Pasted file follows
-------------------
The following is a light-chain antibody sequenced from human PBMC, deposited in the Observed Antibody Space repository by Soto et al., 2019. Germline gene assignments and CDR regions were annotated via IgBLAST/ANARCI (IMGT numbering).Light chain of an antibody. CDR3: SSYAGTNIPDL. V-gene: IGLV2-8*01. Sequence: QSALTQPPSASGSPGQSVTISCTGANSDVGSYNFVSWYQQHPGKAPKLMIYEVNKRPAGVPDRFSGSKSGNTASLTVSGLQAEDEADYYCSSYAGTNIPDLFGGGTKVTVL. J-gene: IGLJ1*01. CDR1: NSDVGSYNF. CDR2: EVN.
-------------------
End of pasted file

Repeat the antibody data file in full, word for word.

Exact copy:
The following is a light-chain antibody sequenced from human PBMC, deposited in the Observed Antibody Space repository by Soto et al., 2019. Germline gene assignments and CDR regions were annotated via IgBLAST/ANARCI (IMGT numbering).Light chain of an antibody. CDR3: SSYAGTNIPDL. V-gene: IGLV2-8*01. Sequence: QSALTQPPSASGSPGQSVTISCTGANSDVGSYNFVSWYQQHPGKAPKLMIYEVNKRPAGVPDRFSGSKSGNTASLTVSGLQAEDEADYYCSSYAGTNIPDLFGGGTKVTVL. J-gene: IGLJ1*01. CDR1: NSDVGSYNF. CDR2: EVN.